From 15 November, it is not just the Zune Music Service that will close, Microsoft will also be closing down the computers which are required to authenticate any music customers purchased containing DRM. As a result of this move, DRM technology, which was always justified as a way of thwarting bad people who did not pay for music, will have the perverse effect of prevent paying customers from enjoying the music they purchased. Reassuringly, music files without DRM, irrespective of how a person obtained them, will continue to play just fine.
It doesn’t have to be this way, of course. Zune music customers can easily convert their music files into a DRM free format using software freely available on the web. But customers won’t be offered this about this option, and not simply because (relatively) few people ever got on board with Zune.
No, the reason why Zune customers will find themselves locked out of their own music collection stems from copyright law, specifically a controversial provision of the United States’ Digital Copyright Millennium Act or DCMA for short. The legislation contains what is known as an ‘anti-circumvention’ provision, which makes it a crime for anyone to attempt to circumvent ‘digital locks’ built into software, such as the DRM found in digital media. While individual Zune customers (they must exist, surely!) are unlikely to ever be prosecuted for converting their music, the existence of the legislation generates a chilling effect such that a corporation such as Microsoft would be extremely unlikely to give customers the option of converting their music to a DRM free format.
If after reading this post you’re thinking, what’s the big deal? It’s worth noting that DRM and the restrictions it imposes on customers is not limited to Zune music files. DRM is found in all areas of our life and is increasingly making the leap from the virtual to the physical world.
While I am personally vexed that the Kindle ebooks I purchase from Amazon which cannot by read on rivals to the Kindle ereader, I am reliably informed that there are more important things to worry about in life.
Today’s revelations that VW was able to use in-built software to get around environmental regulations in the United States may see unrelated to the Zune story but in both cases, DRM plays a crucial role.The anti-circumvention provision applies to the software contained in VW vehicles in the same way it does the DRM contained in the Zune music files. In the VW case, it appears the law prevented researchers from accessing the software, thus reducing their ability to spot the problem with emissions testing. And if it took five years to spot a problem with emissions, there is the very real possibility that access barriers imposed by the DCMA may be preventing safety problems from coming to light.
Whatever your views on the necessity of DRM to protect software and media, I hope this post has illustrated the problems it can cause legitimate customers and wider society.
Whatever your views on the monarchy, this week’s developments highlight how at a foundational level Britain’s political system is far from neutral. As a result of its traditions and customs, it favours established political actors over those who would challenge the status quo. Within such a system, politicians who are comfortable singing God Save The Queen and kneeling before the Queen are conferred with respect while those who take issue with deferential customs come across as peculiar at best or, at worst, a threat to the system and thus deemed not fit to exercise political power.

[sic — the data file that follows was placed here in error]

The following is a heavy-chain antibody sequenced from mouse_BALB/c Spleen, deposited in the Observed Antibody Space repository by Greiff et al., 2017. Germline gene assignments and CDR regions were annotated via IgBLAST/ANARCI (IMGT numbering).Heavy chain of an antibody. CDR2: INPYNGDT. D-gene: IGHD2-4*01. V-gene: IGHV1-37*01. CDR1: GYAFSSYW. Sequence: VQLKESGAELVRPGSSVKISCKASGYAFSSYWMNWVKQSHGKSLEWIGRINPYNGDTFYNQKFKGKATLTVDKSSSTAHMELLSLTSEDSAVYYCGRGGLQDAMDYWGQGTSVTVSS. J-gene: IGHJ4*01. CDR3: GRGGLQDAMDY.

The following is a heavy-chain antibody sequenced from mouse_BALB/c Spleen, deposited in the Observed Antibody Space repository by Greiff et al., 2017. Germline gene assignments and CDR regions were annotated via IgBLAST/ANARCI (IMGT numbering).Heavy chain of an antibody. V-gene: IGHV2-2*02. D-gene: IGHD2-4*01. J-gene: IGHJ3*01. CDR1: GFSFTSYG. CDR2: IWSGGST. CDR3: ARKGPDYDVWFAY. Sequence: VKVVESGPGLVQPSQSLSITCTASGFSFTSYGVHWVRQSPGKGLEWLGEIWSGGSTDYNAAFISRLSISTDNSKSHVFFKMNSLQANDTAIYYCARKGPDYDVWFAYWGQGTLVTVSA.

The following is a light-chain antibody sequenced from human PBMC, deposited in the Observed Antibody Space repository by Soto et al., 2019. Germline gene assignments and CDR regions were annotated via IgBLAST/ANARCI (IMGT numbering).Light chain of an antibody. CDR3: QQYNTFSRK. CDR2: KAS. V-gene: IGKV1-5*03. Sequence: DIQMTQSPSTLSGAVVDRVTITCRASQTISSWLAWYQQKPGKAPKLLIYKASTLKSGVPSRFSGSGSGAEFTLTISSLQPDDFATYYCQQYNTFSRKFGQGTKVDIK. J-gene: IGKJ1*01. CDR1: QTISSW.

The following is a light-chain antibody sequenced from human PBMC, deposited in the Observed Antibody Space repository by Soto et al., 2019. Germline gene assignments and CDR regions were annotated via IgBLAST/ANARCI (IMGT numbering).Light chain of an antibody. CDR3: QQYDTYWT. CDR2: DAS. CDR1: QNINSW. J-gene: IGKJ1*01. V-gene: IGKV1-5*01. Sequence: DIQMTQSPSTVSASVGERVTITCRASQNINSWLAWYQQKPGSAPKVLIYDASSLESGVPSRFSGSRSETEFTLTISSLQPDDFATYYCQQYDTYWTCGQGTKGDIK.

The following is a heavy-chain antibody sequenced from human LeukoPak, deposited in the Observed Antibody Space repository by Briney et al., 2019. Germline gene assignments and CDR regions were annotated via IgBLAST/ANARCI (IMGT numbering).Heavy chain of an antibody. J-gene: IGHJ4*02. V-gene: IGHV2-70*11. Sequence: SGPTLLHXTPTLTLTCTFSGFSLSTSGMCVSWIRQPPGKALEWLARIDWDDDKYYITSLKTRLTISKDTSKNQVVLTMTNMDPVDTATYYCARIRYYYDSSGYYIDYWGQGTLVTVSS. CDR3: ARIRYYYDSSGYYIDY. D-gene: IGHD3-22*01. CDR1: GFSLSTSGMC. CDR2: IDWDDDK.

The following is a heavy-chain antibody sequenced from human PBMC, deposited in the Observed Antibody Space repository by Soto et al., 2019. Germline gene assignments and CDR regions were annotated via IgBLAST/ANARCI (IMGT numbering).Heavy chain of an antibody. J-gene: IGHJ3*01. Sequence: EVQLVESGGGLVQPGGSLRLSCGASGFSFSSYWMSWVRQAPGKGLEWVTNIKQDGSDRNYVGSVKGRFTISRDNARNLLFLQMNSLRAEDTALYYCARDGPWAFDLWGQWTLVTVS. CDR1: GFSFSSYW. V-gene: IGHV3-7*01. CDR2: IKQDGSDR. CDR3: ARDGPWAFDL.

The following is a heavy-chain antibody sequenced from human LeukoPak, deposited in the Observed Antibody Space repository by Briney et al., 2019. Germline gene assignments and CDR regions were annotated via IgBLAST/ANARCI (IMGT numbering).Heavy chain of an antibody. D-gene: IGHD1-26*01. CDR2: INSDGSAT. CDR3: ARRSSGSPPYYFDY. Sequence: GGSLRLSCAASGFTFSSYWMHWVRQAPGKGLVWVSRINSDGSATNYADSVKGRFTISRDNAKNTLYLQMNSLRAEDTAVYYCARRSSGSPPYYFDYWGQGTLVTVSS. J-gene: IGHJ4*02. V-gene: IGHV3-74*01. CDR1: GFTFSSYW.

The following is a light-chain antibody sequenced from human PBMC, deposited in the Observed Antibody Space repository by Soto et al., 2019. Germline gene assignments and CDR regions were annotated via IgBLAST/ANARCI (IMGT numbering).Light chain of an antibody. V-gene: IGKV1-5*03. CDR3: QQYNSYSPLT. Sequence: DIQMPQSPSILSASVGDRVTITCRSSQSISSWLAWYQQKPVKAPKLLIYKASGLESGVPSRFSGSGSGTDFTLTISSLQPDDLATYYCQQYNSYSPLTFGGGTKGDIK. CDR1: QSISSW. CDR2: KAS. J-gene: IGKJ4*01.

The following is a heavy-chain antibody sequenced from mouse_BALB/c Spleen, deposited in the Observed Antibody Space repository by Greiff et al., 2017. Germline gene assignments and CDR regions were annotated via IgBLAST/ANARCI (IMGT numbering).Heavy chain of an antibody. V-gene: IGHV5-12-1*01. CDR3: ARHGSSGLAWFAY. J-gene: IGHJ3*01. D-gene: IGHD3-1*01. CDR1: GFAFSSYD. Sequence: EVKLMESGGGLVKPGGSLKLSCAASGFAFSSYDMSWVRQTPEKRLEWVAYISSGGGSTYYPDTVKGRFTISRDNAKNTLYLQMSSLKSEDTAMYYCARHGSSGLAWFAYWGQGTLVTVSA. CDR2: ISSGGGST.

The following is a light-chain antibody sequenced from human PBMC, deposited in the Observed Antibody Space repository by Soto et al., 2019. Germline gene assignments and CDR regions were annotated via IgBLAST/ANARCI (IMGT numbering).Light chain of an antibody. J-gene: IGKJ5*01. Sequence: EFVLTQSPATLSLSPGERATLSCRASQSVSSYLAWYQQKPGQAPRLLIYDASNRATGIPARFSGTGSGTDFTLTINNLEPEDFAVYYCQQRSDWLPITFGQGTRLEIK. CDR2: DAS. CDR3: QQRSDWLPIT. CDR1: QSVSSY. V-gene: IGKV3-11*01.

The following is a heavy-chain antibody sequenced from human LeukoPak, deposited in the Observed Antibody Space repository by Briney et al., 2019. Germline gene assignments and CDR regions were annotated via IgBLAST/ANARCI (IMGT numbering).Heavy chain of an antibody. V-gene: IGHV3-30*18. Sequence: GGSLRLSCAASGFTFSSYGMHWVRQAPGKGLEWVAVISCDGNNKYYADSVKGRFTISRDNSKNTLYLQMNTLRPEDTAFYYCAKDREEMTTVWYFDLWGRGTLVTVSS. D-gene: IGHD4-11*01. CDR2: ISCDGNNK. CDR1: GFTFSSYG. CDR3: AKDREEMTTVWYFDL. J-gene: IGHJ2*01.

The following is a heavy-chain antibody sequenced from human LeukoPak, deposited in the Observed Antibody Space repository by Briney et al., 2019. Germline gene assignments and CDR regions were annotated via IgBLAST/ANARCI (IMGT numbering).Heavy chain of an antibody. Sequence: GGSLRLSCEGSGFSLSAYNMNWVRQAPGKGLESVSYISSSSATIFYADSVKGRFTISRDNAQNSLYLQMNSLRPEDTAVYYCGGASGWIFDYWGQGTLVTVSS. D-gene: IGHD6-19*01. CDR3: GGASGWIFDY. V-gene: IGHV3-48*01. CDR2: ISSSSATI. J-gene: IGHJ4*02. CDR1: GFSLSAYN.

The biases exposed by Corbyn’s leadership confirm to me the importance of maintaining the internet as an open and neutral platform upon which innovation can flourish. Unlike politicians under the British political system, innovators are not required to ‘kneel to the Queen’ in order to effect change on the Internet. At its best, the internet provides a commons which everyone has equal access rights over and where innovators can try out new ideas without having to ask anyone’s permission before hand.
Sadly, there are signs that the internet is changing and becoming a less open and neutral platform. While the FCC’s Open Internet Order may protect the foundational principle of net neutrality in the short term at least, the move towards a ‘mobile first’ presents a serious challenge to the open internet.
Instead of freely building web services, developers are increasingly focused on building apps for iOS and Android. Both iOS and Android are, to differing degrees, closed platforms. As such, developers need approval from platform owners before they can innovate, in contrast to the open internet, where no such ‘permission to innovate’ is required. Given the plethora of apps available on both iOS and Android, it would be easy to dismiss the issue of permission as being nothing but a dry, theoretical concern. However, if you look carefully, you can see the detrimental effect permission culture is having on innovation.
While I am no great fan of adblocking technology, I am concerned that the developers behind the innovation had to seek permission from platform owners in order to reach a mass audience. Just as the biases of the the British political system make it more difficult for unconventional politicians such as Jeremy Corbyn to effect change, the move away from a neutral and open internet towards closed mobile platforms may make it harder for new innovations to emerge which threaten to disrupt the interests of established players. Whatever your views on Jeremy Corbyn and Britain’s constitutional settlement, I hope his brushes with the political establishment encourage others to continue to fight for an open and neutral internet where people are not required to seek permission to innovate.